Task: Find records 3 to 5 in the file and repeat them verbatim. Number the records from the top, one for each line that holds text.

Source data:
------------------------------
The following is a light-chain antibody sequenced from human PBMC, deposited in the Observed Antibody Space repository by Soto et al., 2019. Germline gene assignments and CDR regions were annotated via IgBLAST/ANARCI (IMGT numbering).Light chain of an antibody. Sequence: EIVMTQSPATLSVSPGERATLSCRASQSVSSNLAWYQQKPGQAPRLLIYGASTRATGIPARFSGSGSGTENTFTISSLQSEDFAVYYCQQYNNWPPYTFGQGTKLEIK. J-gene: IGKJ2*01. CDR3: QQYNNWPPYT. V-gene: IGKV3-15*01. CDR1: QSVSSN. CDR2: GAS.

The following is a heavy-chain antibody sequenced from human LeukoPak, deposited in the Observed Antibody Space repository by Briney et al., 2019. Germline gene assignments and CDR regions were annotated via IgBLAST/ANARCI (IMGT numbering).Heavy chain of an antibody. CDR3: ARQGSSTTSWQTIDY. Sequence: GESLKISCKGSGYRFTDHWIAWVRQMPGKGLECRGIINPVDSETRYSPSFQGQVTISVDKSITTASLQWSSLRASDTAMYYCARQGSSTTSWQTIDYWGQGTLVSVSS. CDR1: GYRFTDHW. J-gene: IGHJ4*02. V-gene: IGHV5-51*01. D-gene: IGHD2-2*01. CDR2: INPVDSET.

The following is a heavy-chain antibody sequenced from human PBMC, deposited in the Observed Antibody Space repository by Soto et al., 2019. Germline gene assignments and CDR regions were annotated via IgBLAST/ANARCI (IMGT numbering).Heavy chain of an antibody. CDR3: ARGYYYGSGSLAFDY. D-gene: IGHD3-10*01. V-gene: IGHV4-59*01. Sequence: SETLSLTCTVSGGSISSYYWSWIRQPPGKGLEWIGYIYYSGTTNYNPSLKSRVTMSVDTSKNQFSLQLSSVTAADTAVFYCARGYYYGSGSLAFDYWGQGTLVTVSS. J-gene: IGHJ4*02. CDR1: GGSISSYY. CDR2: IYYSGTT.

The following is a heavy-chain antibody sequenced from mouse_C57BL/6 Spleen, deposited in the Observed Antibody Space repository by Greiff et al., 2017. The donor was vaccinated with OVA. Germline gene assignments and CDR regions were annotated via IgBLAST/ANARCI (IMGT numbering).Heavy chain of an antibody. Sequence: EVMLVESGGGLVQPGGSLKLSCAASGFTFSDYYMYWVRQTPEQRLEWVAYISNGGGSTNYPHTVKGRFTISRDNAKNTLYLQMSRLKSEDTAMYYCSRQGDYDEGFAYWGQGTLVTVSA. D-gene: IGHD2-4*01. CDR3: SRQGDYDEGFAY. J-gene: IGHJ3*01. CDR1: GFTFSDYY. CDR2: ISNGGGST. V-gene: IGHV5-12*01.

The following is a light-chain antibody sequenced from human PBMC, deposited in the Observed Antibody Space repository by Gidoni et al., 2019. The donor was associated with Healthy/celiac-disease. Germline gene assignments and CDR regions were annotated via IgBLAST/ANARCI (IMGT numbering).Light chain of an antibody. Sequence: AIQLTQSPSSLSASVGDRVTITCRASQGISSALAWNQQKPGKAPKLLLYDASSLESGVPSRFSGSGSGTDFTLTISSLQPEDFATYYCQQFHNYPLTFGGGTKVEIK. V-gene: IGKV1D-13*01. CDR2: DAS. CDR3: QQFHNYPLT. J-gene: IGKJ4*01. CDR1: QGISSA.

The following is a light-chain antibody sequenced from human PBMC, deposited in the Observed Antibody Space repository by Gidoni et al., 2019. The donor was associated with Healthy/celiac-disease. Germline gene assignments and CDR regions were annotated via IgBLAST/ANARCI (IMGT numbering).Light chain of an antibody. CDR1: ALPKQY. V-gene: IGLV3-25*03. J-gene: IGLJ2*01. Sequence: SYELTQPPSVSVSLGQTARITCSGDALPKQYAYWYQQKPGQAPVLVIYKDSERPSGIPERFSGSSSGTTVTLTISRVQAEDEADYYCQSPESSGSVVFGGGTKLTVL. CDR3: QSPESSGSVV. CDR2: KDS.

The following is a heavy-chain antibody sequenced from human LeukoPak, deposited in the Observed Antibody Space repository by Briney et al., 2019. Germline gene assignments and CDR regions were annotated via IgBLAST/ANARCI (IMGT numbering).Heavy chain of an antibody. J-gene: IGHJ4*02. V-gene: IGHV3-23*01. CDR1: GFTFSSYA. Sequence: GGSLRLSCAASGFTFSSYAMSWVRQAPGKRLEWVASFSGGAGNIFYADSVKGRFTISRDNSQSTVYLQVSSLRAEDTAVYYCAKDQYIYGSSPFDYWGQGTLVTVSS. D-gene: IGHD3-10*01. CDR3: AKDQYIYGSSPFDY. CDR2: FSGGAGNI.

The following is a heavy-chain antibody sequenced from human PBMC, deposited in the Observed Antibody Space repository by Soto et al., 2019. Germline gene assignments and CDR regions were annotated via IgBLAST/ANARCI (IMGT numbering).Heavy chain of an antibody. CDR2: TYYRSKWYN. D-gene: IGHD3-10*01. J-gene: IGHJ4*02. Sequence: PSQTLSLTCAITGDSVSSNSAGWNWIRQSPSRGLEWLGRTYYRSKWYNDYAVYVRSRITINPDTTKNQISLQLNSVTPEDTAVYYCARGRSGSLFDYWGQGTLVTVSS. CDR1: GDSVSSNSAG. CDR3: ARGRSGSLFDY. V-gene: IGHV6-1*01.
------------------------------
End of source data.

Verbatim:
The following is a heavy-chain antibody sequenced from human PBMC, deposited in the Observed Antibody Space repository by Soto et al., 2019. Germline gene assignments and CDR regions were annotated via IgBLAST/ANARCI (IMGT numbering).Heavy chain of an antibody. CDR3: ARGYYYGSGSLAFDY. D-gene: IGHD3-10*01. V-gene: IGHV4-59*01. Sequence: SETLSLTCTVSGGSISSYYWSWIRQPPGKGLEWIGYIYYSGTTNYNPSLKSRVTMSVDTSKNQFSLQLSSVTAADTAVFYCARGYYYGSGSLAFDYWGQGTLVTVSS. J-gene: IGHJ4*02. CDR1: GGSISSYY. CDR2: IYYSGTT.

The following is a heavy-chain antibody sequenced from mouse_C57BL/6 Spleen, deposited in the Observed Antibody Space repository by Greiff et al., 2017. The donor was vaccinated with OVA. Germline gene assignments and CDR regions were annotated via IgBLAST/ANARCI (IMGT numbering).Heavy chain of an antibody. Sequence: EVMLVESGGGLVQPGGSLKLSCAASGFTFSDYYMYWVRQTPEQRLEWVAYISNGGGSTNYPHTVKGRFTISRDNAKNTLYLQMSRLKSEDTAMYYCSRQGDYDEGFAYWGQGTLVTVSA. D-gene: IGHD2-4*01. CDR3: SRQGDYDEGFAY. J-gene: IGHJ3*01. CDR1: GFTFSDYY. CDR2: ISNGGGST. V-gene: IGHV5-12*01.

The following is a light-chain antibody sequenced from human PBMC, deposited in the Observed Antibody Space repository by Gidoni et al., 2019. The donor was associated with Healthy/celiac-disease. Germline gene assignments and CDR regions were annotated via IgBLAST/ANARCI (IMGT numbering).Light chain of an antibody. Sequence: AIQLTQSPSSLSASVGDRVTITCRASQGISSALAWNQQKPGKAPKLLLYDASSLESGVPSRFSGSGSGTDFTLTISSLQPEDFATYYCQQFHNYPLTFGGGTKVEIK. V-gene: IGKV1D-13*01. CDR2: DAS. CDR3: QQFHNYPLT. J-gene: IGKJ4*01. CDR1: QGISSA.